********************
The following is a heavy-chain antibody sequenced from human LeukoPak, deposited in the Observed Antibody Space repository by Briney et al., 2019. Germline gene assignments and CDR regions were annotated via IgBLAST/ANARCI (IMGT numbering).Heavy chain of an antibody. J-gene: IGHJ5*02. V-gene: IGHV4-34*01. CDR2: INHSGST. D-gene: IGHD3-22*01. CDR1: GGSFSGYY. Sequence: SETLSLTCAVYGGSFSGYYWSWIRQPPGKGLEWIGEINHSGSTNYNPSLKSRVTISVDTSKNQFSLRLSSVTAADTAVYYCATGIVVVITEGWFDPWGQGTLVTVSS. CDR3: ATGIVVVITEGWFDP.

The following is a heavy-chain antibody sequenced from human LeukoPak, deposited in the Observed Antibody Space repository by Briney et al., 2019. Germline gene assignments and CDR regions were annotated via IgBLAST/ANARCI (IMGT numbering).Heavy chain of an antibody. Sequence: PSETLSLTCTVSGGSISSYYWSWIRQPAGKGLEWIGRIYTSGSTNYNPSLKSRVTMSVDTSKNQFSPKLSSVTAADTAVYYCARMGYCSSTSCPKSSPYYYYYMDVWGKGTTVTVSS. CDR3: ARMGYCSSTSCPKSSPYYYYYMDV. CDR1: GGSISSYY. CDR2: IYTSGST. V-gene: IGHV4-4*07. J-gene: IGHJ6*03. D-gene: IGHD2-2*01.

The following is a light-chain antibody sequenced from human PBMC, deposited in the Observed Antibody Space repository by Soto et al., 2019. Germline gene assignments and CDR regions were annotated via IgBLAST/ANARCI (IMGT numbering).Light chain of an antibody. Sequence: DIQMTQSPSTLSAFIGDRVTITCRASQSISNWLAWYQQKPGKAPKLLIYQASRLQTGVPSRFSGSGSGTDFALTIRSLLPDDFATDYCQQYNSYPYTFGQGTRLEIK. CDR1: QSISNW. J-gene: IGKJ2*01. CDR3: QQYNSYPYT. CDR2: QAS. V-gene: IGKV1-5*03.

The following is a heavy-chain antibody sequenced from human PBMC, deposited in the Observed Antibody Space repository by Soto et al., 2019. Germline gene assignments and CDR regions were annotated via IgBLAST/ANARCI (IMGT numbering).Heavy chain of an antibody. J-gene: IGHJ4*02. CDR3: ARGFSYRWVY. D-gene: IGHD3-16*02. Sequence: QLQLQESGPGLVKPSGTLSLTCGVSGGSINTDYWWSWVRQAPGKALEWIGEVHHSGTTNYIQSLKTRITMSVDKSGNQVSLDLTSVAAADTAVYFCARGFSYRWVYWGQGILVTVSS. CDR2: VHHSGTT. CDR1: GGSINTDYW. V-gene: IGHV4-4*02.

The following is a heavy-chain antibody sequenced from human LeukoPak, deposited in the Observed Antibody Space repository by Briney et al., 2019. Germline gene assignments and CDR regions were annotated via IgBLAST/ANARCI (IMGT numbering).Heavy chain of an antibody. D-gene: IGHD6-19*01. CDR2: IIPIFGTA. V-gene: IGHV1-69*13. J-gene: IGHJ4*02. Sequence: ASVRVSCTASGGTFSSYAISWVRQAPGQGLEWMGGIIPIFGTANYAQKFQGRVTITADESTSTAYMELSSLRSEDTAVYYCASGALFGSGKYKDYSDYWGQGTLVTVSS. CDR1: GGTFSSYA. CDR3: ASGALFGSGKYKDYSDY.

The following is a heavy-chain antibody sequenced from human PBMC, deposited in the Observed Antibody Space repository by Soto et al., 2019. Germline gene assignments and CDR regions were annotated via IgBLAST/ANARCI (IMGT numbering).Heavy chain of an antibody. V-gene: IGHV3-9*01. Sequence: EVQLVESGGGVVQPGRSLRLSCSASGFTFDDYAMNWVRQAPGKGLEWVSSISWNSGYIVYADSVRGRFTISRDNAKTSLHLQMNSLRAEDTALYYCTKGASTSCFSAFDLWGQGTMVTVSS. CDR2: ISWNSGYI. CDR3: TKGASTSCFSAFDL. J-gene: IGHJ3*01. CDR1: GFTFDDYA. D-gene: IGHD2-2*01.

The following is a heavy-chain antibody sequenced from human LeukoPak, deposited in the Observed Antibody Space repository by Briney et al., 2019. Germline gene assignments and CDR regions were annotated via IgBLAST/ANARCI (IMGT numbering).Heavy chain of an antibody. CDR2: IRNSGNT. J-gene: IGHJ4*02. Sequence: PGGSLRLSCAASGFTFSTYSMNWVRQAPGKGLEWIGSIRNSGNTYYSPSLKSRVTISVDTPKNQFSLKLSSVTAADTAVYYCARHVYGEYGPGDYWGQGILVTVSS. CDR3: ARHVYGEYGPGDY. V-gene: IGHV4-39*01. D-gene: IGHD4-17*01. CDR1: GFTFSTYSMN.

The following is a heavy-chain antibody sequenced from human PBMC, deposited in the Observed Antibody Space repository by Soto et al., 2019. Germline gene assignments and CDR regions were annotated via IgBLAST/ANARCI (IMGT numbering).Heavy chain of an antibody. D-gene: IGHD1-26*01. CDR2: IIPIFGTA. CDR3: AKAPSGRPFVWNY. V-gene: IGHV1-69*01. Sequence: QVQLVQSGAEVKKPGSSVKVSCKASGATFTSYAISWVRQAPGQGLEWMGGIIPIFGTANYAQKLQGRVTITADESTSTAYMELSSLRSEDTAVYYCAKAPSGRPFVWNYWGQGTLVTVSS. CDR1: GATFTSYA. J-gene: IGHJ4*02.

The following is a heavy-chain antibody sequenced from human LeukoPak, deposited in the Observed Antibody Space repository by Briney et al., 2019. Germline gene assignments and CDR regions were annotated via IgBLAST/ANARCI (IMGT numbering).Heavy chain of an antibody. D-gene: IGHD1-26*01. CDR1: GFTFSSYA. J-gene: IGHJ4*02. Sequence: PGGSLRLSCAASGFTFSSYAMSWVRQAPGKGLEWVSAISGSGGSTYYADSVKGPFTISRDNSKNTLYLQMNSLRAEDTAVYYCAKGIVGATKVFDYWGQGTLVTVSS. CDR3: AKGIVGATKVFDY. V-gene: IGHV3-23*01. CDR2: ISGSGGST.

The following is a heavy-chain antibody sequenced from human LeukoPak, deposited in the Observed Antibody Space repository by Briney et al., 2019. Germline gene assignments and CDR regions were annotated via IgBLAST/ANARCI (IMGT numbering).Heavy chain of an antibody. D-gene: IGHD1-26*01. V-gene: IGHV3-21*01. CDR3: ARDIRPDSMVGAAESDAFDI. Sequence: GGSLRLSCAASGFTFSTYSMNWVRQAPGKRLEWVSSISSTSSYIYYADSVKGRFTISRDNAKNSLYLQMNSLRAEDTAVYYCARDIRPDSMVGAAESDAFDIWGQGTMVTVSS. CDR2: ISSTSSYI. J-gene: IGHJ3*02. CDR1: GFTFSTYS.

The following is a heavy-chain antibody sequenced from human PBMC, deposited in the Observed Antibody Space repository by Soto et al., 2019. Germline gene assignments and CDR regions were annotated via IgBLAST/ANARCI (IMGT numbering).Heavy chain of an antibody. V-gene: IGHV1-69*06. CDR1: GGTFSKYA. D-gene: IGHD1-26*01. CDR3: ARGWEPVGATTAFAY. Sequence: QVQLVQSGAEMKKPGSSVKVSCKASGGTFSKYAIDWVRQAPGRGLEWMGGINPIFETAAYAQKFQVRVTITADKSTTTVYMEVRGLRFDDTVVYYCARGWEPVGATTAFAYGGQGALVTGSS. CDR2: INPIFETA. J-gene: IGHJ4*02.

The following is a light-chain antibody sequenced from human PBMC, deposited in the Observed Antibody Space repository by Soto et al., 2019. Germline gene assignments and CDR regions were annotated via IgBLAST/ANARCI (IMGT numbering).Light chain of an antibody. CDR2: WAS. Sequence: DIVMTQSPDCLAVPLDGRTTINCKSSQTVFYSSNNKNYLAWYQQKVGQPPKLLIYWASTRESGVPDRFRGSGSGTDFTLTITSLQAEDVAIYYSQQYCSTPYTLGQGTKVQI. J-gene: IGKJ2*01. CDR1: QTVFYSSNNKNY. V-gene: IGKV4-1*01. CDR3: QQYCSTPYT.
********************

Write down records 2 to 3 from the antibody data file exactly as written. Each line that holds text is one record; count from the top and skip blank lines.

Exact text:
The following is a heavy-chain antibody sequenced from human LeukoPak, deposited in the Observed Antibody Space repository by Briney et al., 2019. Germline gene assignments and CDR regions were annotated via IgBLAST/ANARCI (IMGT numbering).Heavy chain of an antibody. Sequence: PSETLSLTCTVSGGSISSYYWSWIRQPAGKGLEWIGRIYTSGSTNYNPSLKSRVTMSVDTSKNQFSPKLSSVTAADTAVYYCARMGYCSSTSCPKSSPYYYYYMDVWGKGTTVTVSS. CDR3: ARMGYCSSTSCPKSSPYYYYYMDV. CDR1: GGSISSYY. CDR2: IYTSGST. V-gene: IGHV4-4*07. J-gene: IGHJ6*03. D-gene: IGHD2-2*01.

The following is a light-chain antibody sequenced from human PBMC, deposited in the Observed Antibody Space repository by Soto et al., 2019. Germline gene assignments and CDR regions were annotated via IgBLAST/ANARCI (IMGT numbering).Light chain of an antibody. Sequence: DIQMTQSPSTLSAFIGDRVTITCRASQSISNWLAWYQQKPGKAPKLLIYQASRLQTGVPSRFSGSGSGTDFALTIRSLLPDDFATDYCQQYNSYPYTFGQGTRLEIK. CDR1: QSISNW. J-gene: IGKJ2*01. CDR3: QQYNSYPYT. CDR2: QAS. V-gene: IGKV1-5*03.